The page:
Lauren Vs. Food is my attempt at overcoming my food neophobia by forcing myself to eat new and intimidating foods as I travel around the world. 

Living in Thailand for the past five months has been a life-changing experience, for many reasons. I’ve had to learn how to cross the road with five thousand scooters, three hundred tuk tuks and and twenty nine songthaews simultaneously racing towards me. I’ve become comfortable with perching on the back of a scooter and remaining calm while weaving crazily through the traffic of Chiang Mai like a local.

But most importantly, I’ve had to significantly alter my eating habits. 

Long gone are the days where I’d live on McDonald’s and cheese and bacon potato skins…

cheese and bacon potato skins

Now, I wander around night markets in an almost-excited state, sometimes even looking forward to eating something incredibly scary. 

Such as rice.

I’m being serious.

eating rice in chiang mai

My list of food achievements in Thailand is enormous and growing by the second.

I should probably preface the next part by saying that if you haven’t read the first edition of Lauren Vs. Food, then you should probably do so right now. And yes, I know my eating habits are extremely bizarre and that these really aren’t a big deal to “normal” people.

My biggest achievements:

  • Eating my first egg. I went through my entire life successfully managing to avoid eating eggs but on my second day in Thailand I decided to conquer my biggest fear. I ordered an omelet for breakfast. It took about thirty minutes of freaking out before I finally worked up the courage to take a bite.

The verdict? It tasted like feet. 

  • Trying peanuts. I remember watching a documentary on peanut allergies when I was younger and that was enough to put me off trying them for life. I would sit in the playground watching friends gleefully stuffing their faces with peanuts and feel my throat and arteries constricting in response. However, when I was in Bangkok with a friend and happened to mention I’d never eaten peanuts before, she immediately ordered a papaya salad with chopped peanuts and forced me to try my first ever one.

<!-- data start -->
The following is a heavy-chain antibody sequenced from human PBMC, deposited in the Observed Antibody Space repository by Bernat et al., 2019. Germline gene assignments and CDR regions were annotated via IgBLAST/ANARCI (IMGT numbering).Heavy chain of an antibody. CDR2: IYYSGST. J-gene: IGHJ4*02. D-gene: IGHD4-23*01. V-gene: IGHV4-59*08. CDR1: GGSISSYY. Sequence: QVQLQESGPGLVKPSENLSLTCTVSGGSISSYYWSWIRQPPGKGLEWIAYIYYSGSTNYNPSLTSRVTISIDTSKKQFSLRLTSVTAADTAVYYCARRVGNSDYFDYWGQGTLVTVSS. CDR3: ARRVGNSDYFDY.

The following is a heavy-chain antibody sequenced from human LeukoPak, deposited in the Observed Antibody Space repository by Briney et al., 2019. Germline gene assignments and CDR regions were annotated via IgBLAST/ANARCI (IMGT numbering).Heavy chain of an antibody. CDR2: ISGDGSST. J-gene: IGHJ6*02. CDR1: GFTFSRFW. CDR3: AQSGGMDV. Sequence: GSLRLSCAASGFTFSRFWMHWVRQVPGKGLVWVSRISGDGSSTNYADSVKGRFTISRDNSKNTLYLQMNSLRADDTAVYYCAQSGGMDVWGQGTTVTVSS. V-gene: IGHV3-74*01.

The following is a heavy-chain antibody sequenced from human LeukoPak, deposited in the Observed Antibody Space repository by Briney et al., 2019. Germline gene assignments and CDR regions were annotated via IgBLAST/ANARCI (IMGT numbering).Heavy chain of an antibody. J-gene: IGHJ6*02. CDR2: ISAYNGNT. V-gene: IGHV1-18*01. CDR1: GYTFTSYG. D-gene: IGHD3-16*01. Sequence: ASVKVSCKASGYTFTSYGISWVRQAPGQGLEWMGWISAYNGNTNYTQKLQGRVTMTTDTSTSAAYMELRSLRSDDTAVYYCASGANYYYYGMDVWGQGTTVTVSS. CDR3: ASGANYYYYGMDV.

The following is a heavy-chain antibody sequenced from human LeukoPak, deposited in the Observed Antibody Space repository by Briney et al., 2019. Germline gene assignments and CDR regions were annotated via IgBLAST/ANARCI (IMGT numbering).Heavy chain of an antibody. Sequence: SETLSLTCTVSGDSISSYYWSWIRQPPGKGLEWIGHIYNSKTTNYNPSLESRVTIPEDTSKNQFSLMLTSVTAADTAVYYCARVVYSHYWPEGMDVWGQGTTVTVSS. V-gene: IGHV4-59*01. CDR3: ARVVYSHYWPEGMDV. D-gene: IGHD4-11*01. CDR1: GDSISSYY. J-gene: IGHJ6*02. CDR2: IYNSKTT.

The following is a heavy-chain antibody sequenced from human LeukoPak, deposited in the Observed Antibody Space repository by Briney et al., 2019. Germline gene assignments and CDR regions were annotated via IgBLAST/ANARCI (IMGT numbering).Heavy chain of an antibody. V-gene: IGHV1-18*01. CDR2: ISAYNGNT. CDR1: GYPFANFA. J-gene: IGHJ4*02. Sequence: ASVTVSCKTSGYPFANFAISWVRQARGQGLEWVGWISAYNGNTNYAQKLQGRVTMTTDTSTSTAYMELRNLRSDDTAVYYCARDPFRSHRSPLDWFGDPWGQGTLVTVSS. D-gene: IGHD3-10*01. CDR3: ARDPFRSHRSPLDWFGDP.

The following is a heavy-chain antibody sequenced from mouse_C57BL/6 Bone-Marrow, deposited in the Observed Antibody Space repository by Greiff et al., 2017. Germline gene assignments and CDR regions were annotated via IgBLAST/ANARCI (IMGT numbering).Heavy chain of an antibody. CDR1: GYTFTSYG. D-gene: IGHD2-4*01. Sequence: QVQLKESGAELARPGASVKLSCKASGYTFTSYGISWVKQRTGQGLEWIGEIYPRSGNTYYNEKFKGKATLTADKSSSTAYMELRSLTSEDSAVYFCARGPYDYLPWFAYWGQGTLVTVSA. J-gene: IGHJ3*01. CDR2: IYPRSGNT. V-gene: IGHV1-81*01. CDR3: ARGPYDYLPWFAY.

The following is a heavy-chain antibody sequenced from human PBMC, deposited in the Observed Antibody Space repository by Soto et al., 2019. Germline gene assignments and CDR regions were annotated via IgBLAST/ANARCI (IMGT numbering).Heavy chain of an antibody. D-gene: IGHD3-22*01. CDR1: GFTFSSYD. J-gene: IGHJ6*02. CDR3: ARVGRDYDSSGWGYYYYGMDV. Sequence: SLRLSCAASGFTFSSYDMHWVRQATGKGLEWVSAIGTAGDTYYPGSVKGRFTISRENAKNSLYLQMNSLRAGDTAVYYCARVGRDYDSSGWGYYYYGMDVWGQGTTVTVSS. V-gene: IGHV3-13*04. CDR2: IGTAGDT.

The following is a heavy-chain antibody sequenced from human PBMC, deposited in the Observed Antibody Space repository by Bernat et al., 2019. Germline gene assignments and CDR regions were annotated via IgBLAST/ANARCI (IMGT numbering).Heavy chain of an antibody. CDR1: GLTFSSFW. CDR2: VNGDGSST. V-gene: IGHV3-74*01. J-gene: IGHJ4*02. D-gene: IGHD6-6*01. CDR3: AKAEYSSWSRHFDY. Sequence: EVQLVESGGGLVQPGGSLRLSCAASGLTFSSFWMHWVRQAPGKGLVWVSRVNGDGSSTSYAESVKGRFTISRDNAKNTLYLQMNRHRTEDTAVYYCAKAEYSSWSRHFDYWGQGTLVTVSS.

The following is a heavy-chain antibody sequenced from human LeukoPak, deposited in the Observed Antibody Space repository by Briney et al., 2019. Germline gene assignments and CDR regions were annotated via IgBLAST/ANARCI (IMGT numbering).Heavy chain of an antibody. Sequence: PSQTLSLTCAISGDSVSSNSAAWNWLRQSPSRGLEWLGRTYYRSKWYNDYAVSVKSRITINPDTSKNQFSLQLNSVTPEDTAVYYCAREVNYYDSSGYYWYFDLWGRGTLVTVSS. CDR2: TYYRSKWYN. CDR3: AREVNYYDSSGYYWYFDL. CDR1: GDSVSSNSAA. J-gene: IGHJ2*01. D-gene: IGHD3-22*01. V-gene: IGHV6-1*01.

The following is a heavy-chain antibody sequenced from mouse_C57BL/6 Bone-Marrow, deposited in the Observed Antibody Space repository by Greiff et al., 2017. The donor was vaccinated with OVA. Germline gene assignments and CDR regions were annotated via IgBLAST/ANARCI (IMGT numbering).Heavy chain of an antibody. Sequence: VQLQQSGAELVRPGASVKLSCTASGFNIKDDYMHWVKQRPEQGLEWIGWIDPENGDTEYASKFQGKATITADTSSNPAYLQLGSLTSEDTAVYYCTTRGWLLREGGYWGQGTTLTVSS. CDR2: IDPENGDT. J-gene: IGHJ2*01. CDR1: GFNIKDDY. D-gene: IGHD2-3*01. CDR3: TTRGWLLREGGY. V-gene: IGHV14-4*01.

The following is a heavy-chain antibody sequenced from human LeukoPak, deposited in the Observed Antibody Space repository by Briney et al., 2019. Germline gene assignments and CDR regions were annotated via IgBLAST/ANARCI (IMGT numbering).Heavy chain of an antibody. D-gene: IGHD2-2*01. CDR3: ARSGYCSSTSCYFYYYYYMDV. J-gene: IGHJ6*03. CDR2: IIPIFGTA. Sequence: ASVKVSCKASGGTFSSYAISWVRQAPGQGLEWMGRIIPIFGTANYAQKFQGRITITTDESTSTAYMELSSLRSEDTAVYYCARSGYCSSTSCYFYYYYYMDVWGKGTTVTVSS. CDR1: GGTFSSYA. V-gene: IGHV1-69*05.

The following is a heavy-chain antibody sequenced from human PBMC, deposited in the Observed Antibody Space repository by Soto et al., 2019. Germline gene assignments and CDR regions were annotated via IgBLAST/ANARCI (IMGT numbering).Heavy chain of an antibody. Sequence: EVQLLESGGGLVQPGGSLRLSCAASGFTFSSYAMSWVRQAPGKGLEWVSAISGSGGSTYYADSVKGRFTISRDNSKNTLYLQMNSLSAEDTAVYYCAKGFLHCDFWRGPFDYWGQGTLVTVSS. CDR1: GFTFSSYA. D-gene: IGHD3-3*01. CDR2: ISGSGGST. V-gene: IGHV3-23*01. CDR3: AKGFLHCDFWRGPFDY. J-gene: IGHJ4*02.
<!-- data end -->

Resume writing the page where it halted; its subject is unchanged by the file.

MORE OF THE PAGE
The verdict? The worst thing I’ve ever put in my mouth. 
  • Coconuts. Coconuts were another food item that I was afraid I was allergic to. If I had a peanut allergy, then surely I must be allergic to all kinda of nuts, including foods with “nut” in their name. Upon discovering that I could eat peanuts and not go into anaphylactic shock I was extremely excited to enter Nut Kingdom and try all the nut-related food I’d been missing out on for years! I started with a glass of coconut juice.

The verdict? Awful and I couldn’t drink more than a few mouthfuls. 

bowl of green chilli peppers

  • Chilli peppers. How can something so innocuous-looking bring so much pain and anguish into my life? Throughout the past five months I have battled against common sense and eaten these time and time again. There was one of my first dates with Dave, where I decided to try and impress him by grabbing a chilli from his plate in a macho manner and casually throwing it into my mouth. Five seconds later, I was clutching at my throat, spluttering, crying and unable to talk or breathe. Struggling to reclaim my dignity I covered my face in embarrassment, accidentally touching my eyeball with my chilli-covered finger. I was blinded for the rest of the night and spent most of it looking like this.
crying in chiang mai
Sexy.
In terms of finding new things to eat, my search has not been very successful. I’ve struggled to find Thai food I like as the majority of the dishes contain peanuts or coconut, but I’ve still managed. I’ve discovered I like chicken fried rice, oyster sauce, rice porridge and many more dishes… Well, a few more. But that’s okay.
I’ve changed as a person. And more importantly, I’ve changed for the better. 
I still desire bland food with no flavour whatsoever, and I still hate the majority of things that I try, but I am now willing to try things that scare me.
I am now willing to get out of my comfort zone and do something that I may have been avoiding for my entire life. 

 

And that’s all that matters.

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